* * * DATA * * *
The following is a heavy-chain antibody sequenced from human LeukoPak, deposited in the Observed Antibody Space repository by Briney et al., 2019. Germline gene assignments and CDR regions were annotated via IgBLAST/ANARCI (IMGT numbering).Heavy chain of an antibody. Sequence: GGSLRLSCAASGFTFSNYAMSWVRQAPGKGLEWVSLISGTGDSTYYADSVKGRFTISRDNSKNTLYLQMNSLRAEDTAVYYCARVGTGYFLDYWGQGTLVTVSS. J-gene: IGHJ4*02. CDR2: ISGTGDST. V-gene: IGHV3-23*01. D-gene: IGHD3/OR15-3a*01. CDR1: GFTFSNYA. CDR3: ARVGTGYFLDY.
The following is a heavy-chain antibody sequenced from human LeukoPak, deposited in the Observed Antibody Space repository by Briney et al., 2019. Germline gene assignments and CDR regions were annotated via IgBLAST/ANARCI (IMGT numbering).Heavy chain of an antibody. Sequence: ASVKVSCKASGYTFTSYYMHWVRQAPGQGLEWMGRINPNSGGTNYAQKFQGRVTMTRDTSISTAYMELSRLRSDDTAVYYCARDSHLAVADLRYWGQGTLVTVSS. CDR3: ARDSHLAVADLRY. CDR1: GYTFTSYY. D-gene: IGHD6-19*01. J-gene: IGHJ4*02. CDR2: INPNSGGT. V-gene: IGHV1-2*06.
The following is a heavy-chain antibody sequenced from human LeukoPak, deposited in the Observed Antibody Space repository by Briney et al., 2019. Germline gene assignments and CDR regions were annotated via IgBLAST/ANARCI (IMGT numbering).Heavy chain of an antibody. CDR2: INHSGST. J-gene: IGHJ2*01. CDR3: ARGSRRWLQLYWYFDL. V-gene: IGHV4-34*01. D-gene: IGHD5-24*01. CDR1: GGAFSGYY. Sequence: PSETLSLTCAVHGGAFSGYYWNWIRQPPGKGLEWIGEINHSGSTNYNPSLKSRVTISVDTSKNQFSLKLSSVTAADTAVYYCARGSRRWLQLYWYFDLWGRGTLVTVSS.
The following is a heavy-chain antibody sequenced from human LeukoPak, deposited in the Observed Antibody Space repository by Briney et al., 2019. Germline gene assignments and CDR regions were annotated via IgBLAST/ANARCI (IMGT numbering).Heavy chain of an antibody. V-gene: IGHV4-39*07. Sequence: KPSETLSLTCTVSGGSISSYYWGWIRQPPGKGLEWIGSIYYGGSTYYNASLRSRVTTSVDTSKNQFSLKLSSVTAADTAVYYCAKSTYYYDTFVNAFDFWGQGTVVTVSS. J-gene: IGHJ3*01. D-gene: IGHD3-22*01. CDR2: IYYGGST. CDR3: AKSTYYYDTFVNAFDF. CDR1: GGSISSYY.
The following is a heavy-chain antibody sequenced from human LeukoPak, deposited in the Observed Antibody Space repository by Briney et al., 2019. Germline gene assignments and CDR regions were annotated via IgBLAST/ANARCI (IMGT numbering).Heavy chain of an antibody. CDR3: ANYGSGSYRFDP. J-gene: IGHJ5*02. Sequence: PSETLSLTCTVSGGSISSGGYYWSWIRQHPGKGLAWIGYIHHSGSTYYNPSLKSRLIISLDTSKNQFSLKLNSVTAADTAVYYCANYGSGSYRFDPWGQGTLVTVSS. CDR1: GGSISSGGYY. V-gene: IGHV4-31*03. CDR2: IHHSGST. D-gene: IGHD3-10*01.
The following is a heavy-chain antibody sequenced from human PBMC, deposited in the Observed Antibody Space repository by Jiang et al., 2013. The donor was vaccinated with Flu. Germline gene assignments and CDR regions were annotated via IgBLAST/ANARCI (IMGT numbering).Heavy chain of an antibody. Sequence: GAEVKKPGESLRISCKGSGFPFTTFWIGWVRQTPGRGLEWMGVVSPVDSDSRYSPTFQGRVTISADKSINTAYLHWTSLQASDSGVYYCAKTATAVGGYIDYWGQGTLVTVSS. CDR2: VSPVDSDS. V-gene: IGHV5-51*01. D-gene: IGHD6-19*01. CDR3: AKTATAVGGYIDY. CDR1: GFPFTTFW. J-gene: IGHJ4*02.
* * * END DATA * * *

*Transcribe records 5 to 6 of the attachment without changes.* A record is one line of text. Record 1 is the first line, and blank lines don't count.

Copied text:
The following is a heavy-chain antibody sequenced from human LeukoPak, deposited in the Observed Antibody Space repository by Briney et al., 2019. Germline gene assignments and CDR regions were annotated via IgBLAST/ANARCI (IMGT numbering).Heavy chain of an antibody. CDR3: ANYGSGSYRFDP. J-gene: IGHJ5*02. Sequence: PSETLSLTCTVSGGSISSGGYYWSWIRQHPGKGLAWIGYIHHSGSTYYNPSLKSRLIISLDTSKNQFSLKLNSVTAADTAVYYCANYGSGSYRFDPWGQGTLVTVSS. CDR1: GGSISSGGYY. V-gene: IGHV4-31*03. CDR2: IHHSGST. D-gene: IGHD3-10*01.
The following is a heavy-chain antibody sequenced from human PBMC, deposited in the Observed Antibody Space repository by Jiang et al., 2013. The donor was vaccinated with Flu. Germline gene assignments and CDR regions were annotated via IgBLAST/ANARCI (IMGT numbering).Heavy chain of an antibody. Sequence: GAEVKKPGESLRISCKGSGFPFTTFWIGWVRQTPGRGLEWMGVVSPVDSDSRYSPTFQGRVTISADKSINTAYLHWTSLQASDSGVYYCAKTATAVGGYIDYWGQGTLVTVSS. CDR2: VSPVDSDS. V-gene: IGHV5-51*01. D-gene: IGHD6-19*01. CDR3: AKTATAVGGYIDY. CDR1: GFPFTTFW. J-gene: IGHJ4*02.